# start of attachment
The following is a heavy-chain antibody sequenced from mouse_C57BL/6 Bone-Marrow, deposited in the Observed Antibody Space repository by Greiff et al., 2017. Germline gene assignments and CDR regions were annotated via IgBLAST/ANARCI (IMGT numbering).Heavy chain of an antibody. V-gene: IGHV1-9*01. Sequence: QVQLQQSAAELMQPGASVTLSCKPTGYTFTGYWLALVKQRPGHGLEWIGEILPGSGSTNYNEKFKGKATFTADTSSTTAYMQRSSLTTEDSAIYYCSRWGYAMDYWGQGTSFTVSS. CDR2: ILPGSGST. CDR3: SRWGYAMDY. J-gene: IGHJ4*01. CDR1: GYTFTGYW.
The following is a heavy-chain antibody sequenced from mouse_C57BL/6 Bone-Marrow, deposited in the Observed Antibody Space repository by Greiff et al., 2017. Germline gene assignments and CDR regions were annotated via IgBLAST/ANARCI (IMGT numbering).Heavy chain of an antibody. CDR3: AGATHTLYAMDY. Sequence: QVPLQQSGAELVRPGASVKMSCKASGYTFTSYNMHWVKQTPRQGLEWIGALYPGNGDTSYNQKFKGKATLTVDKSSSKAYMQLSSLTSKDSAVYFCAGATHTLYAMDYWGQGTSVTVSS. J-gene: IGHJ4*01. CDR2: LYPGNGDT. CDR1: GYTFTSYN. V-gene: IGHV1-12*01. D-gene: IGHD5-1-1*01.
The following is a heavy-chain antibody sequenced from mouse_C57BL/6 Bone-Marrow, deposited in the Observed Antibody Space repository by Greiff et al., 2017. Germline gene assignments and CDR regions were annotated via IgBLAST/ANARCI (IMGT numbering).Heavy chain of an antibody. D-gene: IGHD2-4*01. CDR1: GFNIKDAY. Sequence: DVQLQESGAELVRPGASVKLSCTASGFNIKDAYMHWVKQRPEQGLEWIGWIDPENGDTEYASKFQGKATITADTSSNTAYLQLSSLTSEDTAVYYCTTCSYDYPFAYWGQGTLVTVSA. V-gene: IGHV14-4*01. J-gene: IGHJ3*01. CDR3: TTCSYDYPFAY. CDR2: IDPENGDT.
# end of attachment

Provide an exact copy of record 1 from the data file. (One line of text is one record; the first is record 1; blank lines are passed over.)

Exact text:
The following is a heavy-chain antibody sequenced from mouse_C57BL/6 Bone-Marrow, deposited in the Observed Antibody Space repository by Greiff et al., 2017. Germline gene assignments and CDR regions were annotated via IgBLAST/ANARCI (IMGT numbering).Heavy chain of an antibody. V-gene: IGHV1-9*01. Sequence: QVQLQQSAAELMQPGASVTLSCKPTGYTFTGYWLALVKQRPGHGLEWIGEILPGSGSTNYNEKFKGKATFTADTSSTTAYMQRSSLTTEDSAIYYCSRWGYAMDYWGQGTSFTVSS. CDR2: ILPGSGST. CDR3: SRWGYAMDY. J-gene: IGHJ4*01. CDR1: GYTFTGYW.